So your child likes soccer. REALLY likes soccer. Or dance. Or robotics. Or cello. It’s great that they have a passion, right? But how far are you willing to take it? Are you ready to invest thousands of dollars a year and give up your weekends for them to participate at a more competitive level?
Nearly two-thirds of parents — 64 percent — are stressed about paying for their child’s competitive activities, according to a recent survey by CompareCards, a division of the Lending Tree financial service company. “It’s something that parents are thinking about and talking about around the country because it’s a lot of money,” says Matt Schulz, chief industry analyst for CompareCards.
Four Long Island families talk about what it costs in time and money to go hard — and what the payoff is for the kids. Not sure you want to go that route? We highlight some less demanding alternatives.
Jordan Riley, 16, Brentwood
THE TIME COMMITMENT Jordan, a sophomore at Brentwood High School, plays on the varsity basketball team and for the New York Jayhawks, a competitive team sponsored by Adidas. For at least three to four hours daily, Jordan either practices, trains with Premier Basketball N.Y. and Endurance Agility Speed Training in Hauppauge or plays in games. "I don't even keep count. It's a lot of hours. It's fun to play," Jordan says. He frequently travels to locations such as Texas, Alabama, California and Washington, D.C., for tournaments with the Jayhawks. Jordan has three older sisters who help parents Monty, a New York City electrical inspector, and Karen, a librarian assistant, drive Jordan to basketball obligations.
THE FINANCES “It’s been a lot of money,” Monty says. “I’ve taken money out of my 401(k) to buy him a shooting machine, which cost about $8,000.” While Jordan’s expenses to travel with the Jayhawks are paid by the team, Monty tries to go with him, and he has to pay his own way. For instance, a recent tournament in Dallas, “that was a $1,200 weekend for me,” Monty says.
THE BENEFITS “I just wanted to give him what was not given to me,” Monty says. Monty says he thinks basketball will pay off financially for college. “He’s sparked interest from Georgetown, UConn, University of Virginia, Florida State,” Monty says. Monty predicts Jordan will end up playing basketball with scholarships to a Division 1 school. "I want to do something with it," Jordan says. "Hopefully play in the NBA."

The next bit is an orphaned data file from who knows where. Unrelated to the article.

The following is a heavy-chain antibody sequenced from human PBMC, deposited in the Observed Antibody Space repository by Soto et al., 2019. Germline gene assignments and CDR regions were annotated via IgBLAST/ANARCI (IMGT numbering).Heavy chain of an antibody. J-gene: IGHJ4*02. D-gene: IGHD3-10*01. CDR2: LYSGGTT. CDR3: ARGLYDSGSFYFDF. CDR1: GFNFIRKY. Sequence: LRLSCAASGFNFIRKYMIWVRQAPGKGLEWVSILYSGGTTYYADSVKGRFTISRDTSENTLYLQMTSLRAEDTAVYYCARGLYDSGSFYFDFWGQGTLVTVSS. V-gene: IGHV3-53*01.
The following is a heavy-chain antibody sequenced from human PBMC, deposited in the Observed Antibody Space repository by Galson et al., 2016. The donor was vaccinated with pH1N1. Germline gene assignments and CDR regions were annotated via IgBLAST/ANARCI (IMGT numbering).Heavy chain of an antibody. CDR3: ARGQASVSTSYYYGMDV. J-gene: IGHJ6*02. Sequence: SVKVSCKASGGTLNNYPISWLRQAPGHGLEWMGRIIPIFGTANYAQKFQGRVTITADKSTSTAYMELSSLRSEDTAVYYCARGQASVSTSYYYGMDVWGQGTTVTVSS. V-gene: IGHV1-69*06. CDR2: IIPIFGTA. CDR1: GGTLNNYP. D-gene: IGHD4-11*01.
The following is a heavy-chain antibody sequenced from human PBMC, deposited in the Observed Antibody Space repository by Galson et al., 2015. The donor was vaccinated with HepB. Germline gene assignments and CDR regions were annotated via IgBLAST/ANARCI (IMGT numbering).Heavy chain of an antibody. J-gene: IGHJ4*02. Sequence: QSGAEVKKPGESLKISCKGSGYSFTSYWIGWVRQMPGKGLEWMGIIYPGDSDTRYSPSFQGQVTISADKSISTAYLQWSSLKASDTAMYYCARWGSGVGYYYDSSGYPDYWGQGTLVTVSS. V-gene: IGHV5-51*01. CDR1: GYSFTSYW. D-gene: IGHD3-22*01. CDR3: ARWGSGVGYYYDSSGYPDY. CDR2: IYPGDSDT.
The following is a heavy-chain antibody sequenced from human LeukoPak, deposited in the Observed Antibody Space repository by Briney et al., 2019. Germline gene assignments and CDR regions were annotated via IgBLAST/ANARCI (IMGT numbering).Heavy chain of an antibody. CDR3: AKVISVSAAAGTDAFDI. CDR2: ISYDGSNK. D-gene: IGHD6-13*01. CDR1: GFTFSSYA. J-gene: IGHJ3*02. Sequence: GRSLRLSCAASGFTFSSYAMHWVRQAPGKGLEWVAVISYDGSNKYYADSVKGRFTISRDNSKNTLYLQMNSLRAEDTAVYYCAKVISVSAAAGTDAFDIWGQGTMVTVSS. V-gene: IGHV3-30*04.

A LESS INTENSE OPTION CYO of Long Island runs a recreational basketball program, and teams compete against other teams in Nassau and Suffolk counties. Though it's the Catholic Youth Organization, children of all denominations are welcome. Registration is through the local parish, and, while each parish sets its cost, the fee is typically between $100 and $200 for a 12-game season, says Paul Echausse, executive director of CYO of Long Island.
Tatiana and Kayla Cordero, 14 and 10, Farmingdale
THE TIME COMMITMENT Tatiana, who is in eighth grade, is on two competitive teams and Kayla, a fifth-grader, is on one with Premier All-Star Cheerleading in West Babylon. Tatiana has practice three days a week for between two and four hours each, and Kayla has practice twice a week for two hours each. Because cheerleading can call for back handsprings and other challenging maneuvers, both girls have gymnastics for an hour and personal training for 30 minutes weekly. Weekend travel for competitions usually involves trips for the whole family — which includes mom Jennifer, 33, an accountant, dad, Anthony, who owns a home improvement business, and younger sister, Aliyah, 5 — to New Jersey, Pennsylvania, Maryland and New York locations. “We travel about seven times a year. The farthest we’ve gone is South Carolina,” says Jennifer, who drives the girls to the Premier All-Star Gym for their sessions.
THE FINANCES “It can get a little crazy,” Jennifer says. In addition to team and training fees and $400 for each girl’s uniform, there’s the cost of hotels. She estimates the family spends at least $5,000 for everything each year. “I took my daughter out one year because it was getting pricey…. She was miserable,” Jennifer says. So she’s back in now. Jennifer says she anticipates having the same commitment for her youngest daughter. “My 5-year-old couldn’t wait because she sees the other ones out there. She just started this year,” Jennifer says. Her class is only once a week.
THE BENEFIT The girls learn life lessons, Jennifer says. “They win together, they lose together. They set goals for themselves, they meet the goals. It keeps them busy and out of trouble,” she says. “They build relationships and work as a team, they learn that when they come together they can accomplish anything … the life lessons and most importantly the joy it brings to my daughters is priceless.”